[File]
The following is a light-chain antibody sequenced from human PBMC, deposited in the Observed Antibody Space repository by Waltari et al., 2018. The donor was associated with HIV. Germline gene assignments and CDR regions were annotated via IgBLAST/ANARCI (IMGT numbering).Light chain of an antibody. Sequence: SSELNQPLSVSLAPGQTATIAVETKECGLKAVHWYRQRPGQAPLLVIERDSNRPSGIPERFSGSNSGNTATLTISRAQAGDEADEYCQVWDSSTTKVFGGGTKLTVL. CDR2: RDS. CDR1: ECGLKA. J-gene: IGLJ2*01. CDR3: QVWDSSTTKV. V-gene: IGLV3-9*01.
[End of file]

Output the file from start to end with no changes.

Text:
The following is a light-chain antibody sequenced from human PBMC, deposited in the Observed Antibody Space repository by Waltari et al., 2018. The donor was associated with HIV. Germline gene assignments and CDR regions were annotated via IgBLAST/ANARCI (IMGT numbering).Light chain of an antibody. Sequence: SSELNQPLSVSLAPGQTATIAVETKECGLKAVHWYRQRPGQAPLLVIERDSNRPSGIPERFSGSNSGNTATLTISRAQAGDEADEYCQVWDSSTTKVFGGGTKLTVL. CDR2: RDS. CDR1: ECGLKA. J-gene: IGLJ2*01. CDR3: QVWDSSTTKV. V-gene: IGLV3-9*01.